Find Your Dream Job, Episode 342:
Should You Apply if You’re Not the Perfect Candidate? with Jonaed Iqbal
Airdate: April 6, 2022
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You see a job posting that interests you. But you only have some of the qualifications.
Should you send in a resume?
Jonaed Iqbal is here to talk about when you should apply for the job if you’re not the perfect candidate.
He’s the founder of NoDegree.com. It’s a career website for those without college degrees.
Jonaed also hosts the terrific show, The NoDegree Podcast.
He joins us from Queens in New York City.
Well, let’s jump right into Jonaed. Is there such a person as the perfect candidate for a job?
The perfect candidate doesn’t exist, and I think companies need to stop chasing perfect candidates. And also, people need to stop thinking about the fact they need to be perfect to get a job. Because theoretically, if you were the perfect candidate, you’d get bored on the job really quick, and you’d leave soon. So my philosophy is, and I know a lot of recruiters, aim for seventy to eighty percent of meeting the job requirement. Now, a lot of jobs will have basic requirements like minimum, and they’ll have preferred; make sure you meet the minimum requirement before you apply.
And I’ve seen way too many people who can do the job who eliminate themselves because they look at the requirement. So I would say, make sure you thoroughly look at the job description, look at the job posting, and make sure is this a job I can do? Or is this a job that I can do if I put in extra months? Because every job is a little different, every company is a little different, and use that to your advantage. Realize that you’re gonna learn on the job, so don’t eliminate yourself because you don’t meet a hundred percent of the requirements because I’m telling you, even the person doing that job right now probably doesn’t meet all those requirements.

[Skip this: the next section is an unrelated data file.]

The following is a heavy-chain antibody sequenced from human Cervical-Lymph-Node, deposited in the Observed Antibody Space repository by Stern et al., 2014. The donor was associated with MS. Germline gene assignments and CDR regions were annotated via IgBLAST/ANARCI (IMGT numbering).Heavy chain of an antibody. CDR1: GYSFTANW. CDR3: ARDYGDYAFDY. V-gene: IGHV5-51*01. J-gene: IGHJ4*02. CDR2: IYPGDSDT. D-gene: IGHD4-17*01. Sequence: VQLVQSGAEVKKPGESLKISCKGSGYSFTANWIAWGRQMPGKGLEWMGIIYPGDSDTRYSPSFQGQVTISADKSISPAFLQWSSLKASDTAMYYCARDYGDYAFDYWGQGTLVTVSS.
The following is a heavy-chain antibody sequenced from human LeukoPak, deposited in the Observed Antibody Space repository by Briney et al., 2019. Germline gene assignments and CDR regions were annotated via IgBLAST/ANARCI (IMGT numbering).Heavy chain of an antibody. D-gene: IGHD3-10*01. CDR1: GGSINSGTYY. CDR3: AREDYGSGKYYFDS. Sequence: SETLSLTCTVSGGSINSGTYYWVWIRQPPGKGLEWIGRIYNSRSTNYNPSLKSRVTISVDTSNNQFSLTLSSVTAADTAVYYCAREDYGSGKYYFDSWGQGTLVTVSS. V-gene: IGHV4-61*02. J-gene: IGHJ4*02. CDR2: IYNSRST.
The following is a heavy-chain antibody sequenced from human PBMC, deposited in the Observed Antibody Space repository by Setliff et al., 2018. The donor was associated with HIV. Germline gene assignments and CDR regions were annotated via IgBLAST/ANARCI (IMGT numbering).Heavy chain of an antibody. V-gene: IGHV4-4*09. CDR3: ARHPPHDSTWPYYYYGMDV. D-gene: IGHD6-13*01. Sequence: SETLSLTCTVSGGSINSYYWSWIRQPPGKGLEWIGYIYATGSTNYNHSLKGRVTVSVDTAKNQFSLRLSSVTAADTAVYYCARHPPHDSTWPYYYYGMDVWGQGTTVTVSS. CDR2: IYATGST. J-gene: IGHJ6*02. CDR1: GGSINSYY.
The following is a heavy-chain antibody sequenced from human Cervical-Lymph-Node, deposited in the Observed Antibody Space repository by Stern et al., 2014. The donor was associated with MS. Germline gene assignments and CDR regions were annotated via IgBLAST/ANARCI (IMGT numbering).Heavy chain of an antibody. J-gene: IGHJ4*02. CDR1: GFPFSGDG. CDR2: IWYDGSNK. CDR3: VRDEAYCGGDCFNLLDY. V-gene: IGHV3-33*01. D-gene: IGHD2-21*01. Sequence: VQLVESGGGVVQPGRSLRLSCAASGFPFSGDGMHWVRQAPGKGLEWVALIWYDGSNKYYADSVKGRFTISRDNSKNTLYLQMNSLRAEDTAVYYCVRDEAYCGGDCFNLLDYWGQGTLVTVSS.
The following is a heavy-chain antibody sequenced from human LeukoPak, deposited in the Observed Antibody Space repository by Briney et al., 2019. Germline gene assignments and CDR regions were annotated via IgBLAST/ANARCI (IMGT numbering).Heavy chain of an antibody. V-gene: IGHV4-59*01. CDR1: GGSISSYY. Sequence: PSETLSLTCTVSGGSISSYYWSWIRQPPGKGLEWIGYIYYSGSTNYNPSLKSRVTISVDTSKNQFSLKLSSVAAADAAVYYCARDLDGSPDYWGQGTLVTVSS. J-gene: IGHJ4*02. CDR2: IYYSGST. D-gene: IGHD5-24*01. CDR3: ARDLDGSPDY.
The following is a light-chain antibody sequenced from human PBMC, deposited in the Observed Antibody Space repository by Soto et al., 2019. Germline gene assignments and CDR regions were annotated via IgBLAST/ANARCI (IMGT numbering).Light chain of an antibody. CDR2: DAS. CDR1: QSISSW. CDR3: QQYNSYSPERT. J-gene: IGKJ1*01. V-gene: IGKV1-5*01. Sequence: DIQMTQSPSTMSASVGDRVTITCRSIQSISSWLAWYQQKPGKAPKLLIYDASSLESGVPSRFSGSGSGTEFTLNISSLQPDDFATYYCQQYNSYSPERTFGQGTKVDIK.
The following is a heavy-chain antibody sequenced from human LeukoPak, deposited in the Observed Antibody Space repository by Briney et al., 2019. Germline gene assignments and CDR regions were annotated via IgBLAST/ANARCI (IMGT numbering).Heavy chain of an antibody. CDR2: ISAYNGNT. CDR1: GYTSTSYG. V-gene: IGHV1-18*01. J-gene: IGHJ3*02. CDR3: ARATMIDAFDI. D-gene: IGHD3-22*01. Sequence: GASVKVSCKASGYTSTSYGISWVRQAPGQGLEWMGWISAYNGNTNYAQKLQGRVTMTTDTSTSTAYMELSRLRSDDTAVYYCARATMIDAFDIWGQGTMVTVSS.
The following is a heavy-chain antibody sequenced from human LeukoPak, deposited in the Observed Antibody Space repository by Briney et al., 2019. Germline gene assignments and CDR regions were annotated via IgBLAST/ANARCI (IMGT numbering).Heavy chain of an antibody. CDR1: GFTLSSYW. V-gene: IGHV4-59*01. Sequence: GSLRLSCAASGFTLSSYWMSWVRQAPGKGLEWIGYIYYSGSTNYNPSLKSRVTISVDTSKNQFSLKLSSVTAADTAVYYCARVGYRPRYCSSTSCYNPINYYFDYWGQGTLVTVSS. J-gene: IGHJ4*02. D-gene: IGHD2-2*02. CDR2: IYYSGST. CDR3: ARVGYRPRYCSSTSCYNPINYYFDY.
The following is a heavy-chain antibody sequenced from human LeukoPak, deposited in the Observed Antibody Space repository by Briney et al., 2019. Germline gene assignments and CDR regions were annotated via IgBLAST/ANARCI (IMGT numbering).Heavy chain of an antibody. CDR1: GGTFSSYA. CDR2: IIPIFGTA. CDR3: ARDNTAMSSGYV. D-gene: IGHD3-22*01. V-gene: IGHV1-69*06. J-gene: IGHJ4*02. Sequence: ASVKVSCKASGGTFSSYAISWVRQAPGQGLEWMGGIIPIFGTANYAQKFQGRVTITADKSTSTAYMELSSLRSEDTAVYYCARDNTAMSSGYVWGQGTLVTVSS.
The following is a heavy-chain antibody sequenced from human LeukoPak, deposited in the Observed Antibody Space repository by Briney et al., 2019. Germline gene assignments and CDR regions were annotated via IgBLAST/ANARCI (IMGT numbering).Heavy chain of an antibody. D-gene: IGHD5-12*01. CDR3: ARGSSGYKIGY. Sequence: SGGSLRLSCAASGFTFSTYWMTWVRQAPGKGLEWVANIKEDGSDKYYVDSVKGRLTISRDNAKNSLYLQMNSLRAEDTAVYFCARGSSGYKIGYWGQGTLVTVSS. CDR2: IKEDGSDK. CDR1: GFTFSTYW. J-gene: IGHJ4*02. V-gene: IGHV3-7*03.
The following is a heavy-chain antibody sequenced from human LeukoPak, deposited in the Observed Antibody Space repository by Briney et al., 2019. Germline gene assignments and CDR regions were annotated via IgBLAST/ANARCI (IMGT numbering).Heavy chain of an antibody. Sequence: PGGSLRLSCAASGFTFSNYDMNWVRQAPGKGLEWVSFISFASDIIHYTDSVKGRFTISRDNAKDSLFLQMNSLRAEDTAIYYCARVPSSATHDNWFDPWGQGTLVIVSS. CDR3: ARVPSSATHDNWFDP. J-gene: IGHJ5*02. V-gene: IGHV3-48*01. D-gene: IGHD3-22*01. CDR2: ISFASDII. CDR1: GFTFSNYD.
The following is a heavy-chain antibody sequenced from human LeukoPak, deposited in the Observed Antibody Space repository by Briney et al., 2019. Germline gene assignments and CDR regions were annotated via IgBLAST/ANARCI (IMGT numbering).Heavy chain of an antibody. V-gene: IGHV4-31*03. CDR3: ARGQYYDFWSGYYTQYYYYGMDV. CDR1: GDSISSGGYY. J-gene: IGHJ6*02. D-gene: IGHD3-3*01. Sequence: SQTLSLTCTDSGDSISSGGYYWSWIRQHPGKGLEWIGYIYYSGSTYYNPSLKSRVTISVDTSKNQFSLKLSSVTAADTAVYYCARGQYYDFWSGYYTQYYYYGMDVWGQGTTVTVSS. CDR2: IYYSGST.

Why do employers include preferred requirements? Why don’t they just stick to the minimum? And wouldn’t that be easier, both for the hiring manager and the candidate, to just only focus on required qualifications?
One issue is that sometimes companies purposefully put more requirements, so they get less applications. So even if they’re okay with the minimum, they kind of just ask for more because that’s the difference of getting five hundred applications versus two hundred, and it’s so much easier to filter.